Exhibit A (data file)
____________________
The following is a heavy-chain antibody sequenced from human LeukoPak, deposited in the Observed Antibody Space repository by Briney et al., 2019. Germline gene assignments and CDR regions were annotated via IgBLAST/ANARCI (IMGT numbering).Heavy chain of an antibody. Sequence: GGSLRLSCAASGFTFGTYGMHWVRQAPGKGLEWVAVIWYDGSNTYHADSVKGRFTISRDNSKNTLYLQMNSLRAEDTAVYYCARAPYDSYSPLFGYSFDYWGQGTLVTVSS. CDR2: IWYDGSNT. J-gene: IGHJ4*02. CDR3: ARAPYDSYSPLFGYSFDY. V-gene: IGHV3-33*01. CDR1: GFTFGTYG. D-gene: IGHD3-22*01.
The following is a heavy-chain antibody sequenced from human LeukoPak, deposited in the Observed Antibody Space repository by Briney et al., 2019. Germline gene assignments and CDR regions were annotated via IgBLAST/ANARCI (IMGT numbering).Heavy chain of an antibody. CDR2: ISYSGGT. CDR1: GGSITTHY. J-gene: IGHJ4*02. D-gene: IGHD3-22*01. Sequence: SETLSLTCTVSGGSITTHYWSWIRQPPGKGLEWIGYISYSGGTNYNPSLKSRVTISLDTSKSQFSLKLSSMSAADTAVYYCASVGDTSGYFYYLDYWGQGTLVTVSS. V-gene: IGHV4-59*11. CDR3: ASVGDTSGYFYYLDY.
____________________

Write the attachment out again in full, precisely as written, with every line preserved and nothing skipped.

The following is a heavy-chain antibody sequenced from human LeukoPak, deposited in the Observed Antibody Space repository by Briney et al., 2019. Germline gene assignments and CDR regions were annotated via IgBLAST/ANARCI (IMGT numbering).Heavy chain of an antibody. Sequence: GGSLRLSCAASGFTFGTYGMHWVRQAPGKGLEWVAVIWYDGSNTYHADSVKGRFTISRDNSKNTLYLQMNSLRAEDTAVYYCARAPYDSYSPLFGYSFDYWGQGTLVTVSS. CDR2: IWYDGSNT. J-gene: IGHJ4*02. CDR3: ARAPYDSYSPLFGYSFDY. V-gene: IGHV3-33*01. CDR1: GFTFGTYG. D-gene: IGHD3-22*01.
The following is a heavy-chain antibody sequenced from human LeukoPak, deposited in the Observed Antibody Space repository by Briney et al., 2019. Germline gene assignments and CDR regions were annotated via IgBLAST/ANARCI (IMGT numbering).Heavy chain of an antibody. CDR2: ISYSGGT. CDR1: GGSITTHY. J-gene: IGHJ4*02. D-gene: IGHD3-22*01. Sequence: SETLSLTCTVSGGSITTHYWSWIRQPPGKGLEWIGYISYSGGTNYNPSLKSRVTISLDTSKSQFSLKLSSMSAADTAVYYCASVGDTSGYFYYLDYWGQGTLVTVSS. V-gene: IGHV4-59*11. CDR3: ASVGDTSGYFYYLDY.